barlennan

is people.
Joined
Mar 7, 2013
Messages
60
Hi all,

My First Post: I've only just registered after browsing the "under-rated classic authors" thread and got diverted in here at the first mention of one of my favourite authors of SF, so please be gentle. ;)

I wanted to speak up for the first Silverberg book I read, which has hardly gotten a mention; Downward to the Earth, which -- apart from a slow section at the beginning of the third act -- I found mesmerising and bizarre. Up until then I considered myself a hard SF guy, but no, I like silly things about aliens and pastiches of Conrad and Kipling; who knew?

I'm a big fan of this guy and was surprised what a pasting Tower of Glass has taken along the course of this thread; I thought it was great: it's pretty overblown and operatic, like a Shakespeare tragedy. I particularly liked how Silverberg portrayed the obsession and hubris of his anti-hero Simeon Krug.

Fried Egg is spot on about Thorns, mind you. It's time has passed, sadly.

Here's my top Silverberg picks:

  • A Time of Changes
  • The Man in The Maze
  • The Book of Skulls
  • Tower of Glass
  • Downward to the Earth
  • The World Inside (Some bad sex, but forgiveable)
  • The Stochastic Man
  • Shadrach in the Furnace
  • To Live Again (flawed but entertaining, and yes, I think it's a BIG nod to Vance)

I have been holding back Dying Inside for a special occasion and still haven't read it! Weirdly, I still haven't tried the Majipoor series either, but I'm running out of Seventies novels now, so that's probably just a matter of time.

Nightwings is well thought-of, but not for everyone; if Tower of Glass left you cold, then skip it.

Hawksbill Station made a better novella than a novel.

Some tips for the completists:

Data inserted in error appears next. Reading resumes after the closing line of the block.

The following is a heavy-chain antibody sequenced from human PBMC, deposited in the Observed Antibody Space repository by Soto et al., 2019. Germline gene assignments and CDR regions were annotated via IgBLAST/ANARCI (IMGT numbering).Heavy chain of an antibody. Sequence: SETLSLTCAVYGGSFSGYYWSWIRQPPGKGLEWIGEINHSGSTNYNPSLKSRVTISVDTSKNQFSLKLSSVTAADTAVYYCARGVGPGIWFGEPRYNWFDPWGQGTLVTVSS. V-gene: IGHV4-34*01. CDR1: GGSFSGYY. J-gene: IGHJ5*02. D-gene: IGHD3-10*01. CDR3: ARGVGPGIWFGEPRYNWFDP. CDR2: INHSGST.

• The Masks of Time is silly, but not without its merits
  • To Open the Sky is more straightforward SF and could be seen as a counterpoint to Asimov's Foundation.
  • The Time Hoppers is my favourite of Silverberg's time travel novels: it's pulpy and lacks the flourish of later work, but it actually reminds me a bit of Phildick.
  • Tom O' Bedlam is clunky and the science is bad, but it's charming in its way.
  • Up The Line is better written than ...Hoppers, but no less silly in the end.
  • The Second Trip struggles with clichés, but should not be overlooked by the tried-and-true fan.
  • Of the early novels, Stepsons of Terra is my favourite; it's pulpy fun, with a few nice thoughts in it and could appeal to fans of Van Vogt's null-A schlock.
  • Some of his novel-length expansions of Asimov short stories aren't terrible, in spite of the scathing reviews you'll see around.
 

Extollager

Well-Known Member
Joined
Aug 21, 2010
Messages
7,873
Hi all,

My First Post: I've only just registered after browsing the "under-rated classic authors" thread and got diverted in here at the first mention of one of my favourite authors of SF, so please be gentle. ;)

I wanted to speak up for the first Silverberg book I read, which has hardly gotten a mention; Downward to the Earth, which -- apart from a slow section at the beginning of the third act -- I found mesmerising and bizarre. Up until then I considered myself a hard SF guy, but no, I like silly things about aliens and pastiches of Conrad and Kipling; who knew?

Welcome -- from another admirer of Downward to the Earth.

I will have to follow up on one or other of your recommendations.
 

Alex The G and T

Thar! That Blows.
Joined
Jan 25, 2012
Messages
2,780
Location
Extremely Northern California
He's had a regular column in Asimov's Magazine for some years. He has been musing over re-reads of some of his colleagues, over the last year or so. Always interesting.

The current installment about his lifelong workspace, with remarks about some of his friend's ( You know their names) workspaces is amusing. Of especial interest, perhaps, to aspiring writers.

http://www.asimovs.com/2013_04-05/ref.shtml
 

Similar threads


Top